Some of the students and their teachers also decide to fast for a period of the sleep-out. It is an integral part of the College’s commitment to social justice and the participants each year have become a familiar sight for passers-by on Dublin’s main street. Staff and pupils have raised well over €120,000 in recent years.

Collecting on Grafton Street for the homeless  Photo: © Michael Fisher

Collecting on Grafton Street for the homeless Photo: © Michael Fisher

I saw recently that in a similar exercise to raise awareness about the problem of homelessness, students at my former school Wimbledon College SJ spent a night in sleeping bags in the playground in a sponsored sleep-out. I can remember passing through Waterloo station on many occasions and seeing what became a ‘cardboard city’ in one of the underpasses near Waterloo bridge where homeless people slept rough. Now the problem has again become more acute in Dublin.

Belvedere College SJ  Sleepout 2013

Belvedere College SJ Sleepout 2013

BRENDAN BEHAN

Brendan Behan's typewriter & NUJ Card: Photo: Dublin Writers Museum

Brendan Behan’s typewriter & NUJ Card: Photo: Dublin Writers Museum

Brendan Behan’s NUJ card and Remington portable no.2 typewriter along with a first edition of ‘The Quare Fellow’ (1954) are on display at the Dublin Writers Museum in Parnell Square. His membership of the union was discussed during a tour by an NUJ group of the graves of writers and other famous people at Glasnevin cemetery in Dublin on Sunday.

Tour Guide Paddy Gleeson points out Brendan Behan's Grave  Photo: © Michael Fisher

Tour Guide Paddy Gleeson points out Brendan Behan’s Grave Photo: © Michael Fisher

I am told that Joe Jennings (later CIÉ Press Officer) was his proposer when Behan started writing a weekly column and joined The Irish Press chapel in 1954. I also know that when my father was London Editor of The Irish Press (1954-1962), the playwright had called into the Fleet Street office, probably looking for an advance of some sort.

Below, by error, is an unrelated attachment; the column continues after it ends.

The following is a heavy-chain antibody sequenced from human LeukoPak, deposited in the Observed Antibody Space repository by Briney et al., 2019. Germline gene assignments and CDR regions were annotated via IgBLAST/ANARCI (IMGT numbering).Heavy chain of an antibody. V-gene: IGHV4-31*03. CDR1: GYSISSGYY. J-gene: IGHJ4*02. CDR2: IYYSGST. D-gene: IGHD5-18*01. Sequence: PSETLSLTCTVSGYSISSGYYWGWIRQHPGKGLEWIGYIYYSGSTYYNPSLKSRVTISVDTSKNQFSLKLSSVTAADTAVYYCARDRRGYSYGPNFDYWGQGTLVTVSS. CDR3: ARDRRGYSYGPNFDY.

Plaque on Behan's Grave  Photo: © Michael Fisher

Plaque on Behan’s Grave Photo: © Michael Fisher

In May 1956, The Quare Fellow’ opened at the Theatre Royal Stratford East, in a production by Joan Littlewood’s Theatre Workshop. The play later transferred to the West End. Behan died on March 20th 1964, aged 41.

Adrian Dunbar in 'Brendan at the Chelsea'  Photo: Lyric Theatre

Adrian Dunbar in ‘Brendan at the Chelsea’ Photo: Lyric Theatre

In May 2011, a play called ‘Brendan at the Chelsea’, written by Behan’s niece, Janet Behan, was the first work to be performed in the Naughton Studio at the new Lyric Theatre in Belfast. The production tells the story of Behan’s residence at New York’s Hotel Chelsea in 1963. It was a critical success and was revived for a tour to the Acorn Theatre in New York in September, before returning to the Lyric in October. Again, it received favourable reviews.

“In Adrian Dunbar’s riveting central performance, Behan plays the stage Irishman to perfection, a song permanently on his lips, his slurring, alcohol-soaked wit delighting a succession of hangers-on with its scathing, self-deprecating observations.” (‘The Stage’)

Brendan Behan's Grave  Photo: © Michael Fisher

Brendan Behan’s Grave Photo: © Michael Fisher

Starting tonight, the play has moved to the Project Arts Centre in Behan’s native Dublin and will run for five nights until Saturday. More information can be found here.

Adrian Dunbar plays Brendan Behan in this warm and funny drama of an Irish national treasure. It is 1960s New York in the legendary bohemian bolt hole, The Chelsea Hotel. Arthur Miller is just across the hall and the symphony of 24th Street is rising up and in through the open window of Brendan Behan’s room. He is broke, hung over and way past the delivery date of his latest book, the first line of which he is yet to write. He was told to stop drinking or he’d be dead in six months – that was two years ago. Today is not going well. His mistress keeps ringing, the bills aren’t paid and a wire arrives from Dublin with the kind of news that’s guaranteed to put his blood pressure through the roof…

Adrian Dunbar (who sings a song in Irish) and Janice Behan were interviewed on the John Murray Show this morning on RTÉ Radio 1.

Brendan Behan    Source: John Murray Show website

Brendan Behan Source: John Murray Show website

GLASNEVIN: REMEMBRANCE SUNDAY

Glasnevin Cemetery, Dublin 11am   Photo: © Michael Fisher